“Essentially,” he continued, “the world has changed to where we have to up our game, up our customer service levels and experience. Sometimes that comes as a tradeoff with security.”
The checkout experience, for example, can come riddled with hurdles for a customer passing through multiple layers of authentication and security. It creates additional friction for the end-user, Lee said, so as larger companies like Amazon offer a more streamlined and faster experience, smaller businesses are forced to play catch-up.
“If they don’t,” said Lee, “they’re going to become dinosaurs.”
Machine Learning Steps In
Sophisticated data analytics technologies like machine learning and artificial intelligence can help SMBs and large enterprises alike in maintaining a positive customer experience without compromising security, according to Lee.
“We want to build a scenario where both customer experience and security can grow together, and not necessarily compete with each other,” he stated.
For example, instead of adding multiple data entry fields and authentication measures at the time of checkout, integrated machine learning and analytics solutions can pre-assess a customer’s risk level to the seller based on behavior. Sift Science provides a probability-of-fraud score for sellers, and if that score is low enough, companies can take away many of those added hurdles for customers.
These technologies can address issues of “fake news,” too, said Lee, offering early warning signs to customers or highlighting questionable email addresses and URLs in the back-office — tactics that can help address fraud like the Business Email Compromise.
The ongoing data scandal at Facebook, or countless other data breaches and fake news stories dominating the headlines today, has certainly raised awareness among businesses of the need to upgrade their cybersecurity strategies. But Lee said that it’s not always top-of-mind, especially for startups.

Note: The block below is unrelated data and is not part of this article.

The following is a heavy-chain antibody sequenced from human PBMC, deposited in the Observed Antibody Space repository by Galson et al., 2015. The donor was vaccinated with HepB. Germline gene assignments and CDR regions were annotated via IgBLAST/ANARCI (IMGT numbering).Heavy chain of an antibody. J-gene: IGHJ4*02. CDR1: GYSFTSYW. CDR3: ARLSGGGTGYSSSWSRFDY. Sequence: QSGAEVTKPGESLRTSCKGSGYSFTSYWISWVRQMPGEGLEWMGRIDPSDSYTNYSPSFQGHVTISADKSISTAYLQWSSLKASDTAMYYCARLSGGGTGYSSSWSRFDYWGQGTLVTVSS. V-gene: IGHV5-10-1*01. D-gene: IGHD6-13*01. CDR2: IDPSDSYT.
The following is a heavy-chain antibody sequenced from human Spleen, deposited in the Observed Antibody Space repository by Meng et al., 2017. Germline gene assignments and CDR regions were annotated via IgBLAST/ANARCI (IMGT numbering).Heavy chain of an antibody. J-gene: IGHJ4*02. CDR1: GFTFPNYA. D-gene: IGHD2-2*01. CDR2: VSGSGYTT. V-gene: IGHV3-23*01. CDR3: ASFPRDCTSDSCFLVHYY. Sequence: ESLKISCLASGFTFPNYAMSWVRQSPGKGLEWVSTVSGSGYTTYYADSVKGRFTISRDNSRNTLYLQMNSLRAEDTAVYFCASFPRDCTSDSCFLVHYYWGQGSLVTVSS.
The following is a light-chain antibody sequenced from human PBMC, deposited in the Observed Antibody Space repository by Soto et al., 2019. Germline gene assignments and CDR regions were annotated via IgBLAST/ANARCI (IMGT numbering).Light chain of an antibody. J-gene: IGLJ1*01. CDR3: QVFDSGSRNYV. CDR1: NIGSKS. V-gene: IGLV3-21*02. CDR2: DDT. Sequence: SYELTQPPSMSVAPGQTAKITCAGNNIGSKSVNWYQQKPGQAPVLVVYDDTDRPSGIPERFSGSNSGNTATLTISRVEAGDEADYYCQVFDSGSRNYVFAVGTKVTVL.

“You’re in a state where you want to pour your resources into engineering, ops, growing your business,” he said. “You go into it with the best of intentions. You want to change the world, or disrupt a particular industry. You’re not thinking about all the ways your system can be exploited. It’s not top-of-mind for a lot of businesses — they just want to grow and survive.”
It’s led to a mindset among entrepreneurs and executives to “take everyone in, and sort out the rest later” — in other words, keep security walls lowered to gain as much traction among customers as possible, and identify potential security risks after the fact. But Lee said the rise of content abuse and similar fraudulent activity is encouraging businesses to take a more proactive, instead of retroactive, approach.
“Because of data breaches and other missteps, security is more at the forefront,” he said. “In Silicon Valley, you’re seeing the departure of high-profile folks because of security issues. Perception and mindset are slowly shifting, and there is a lot of inertia.”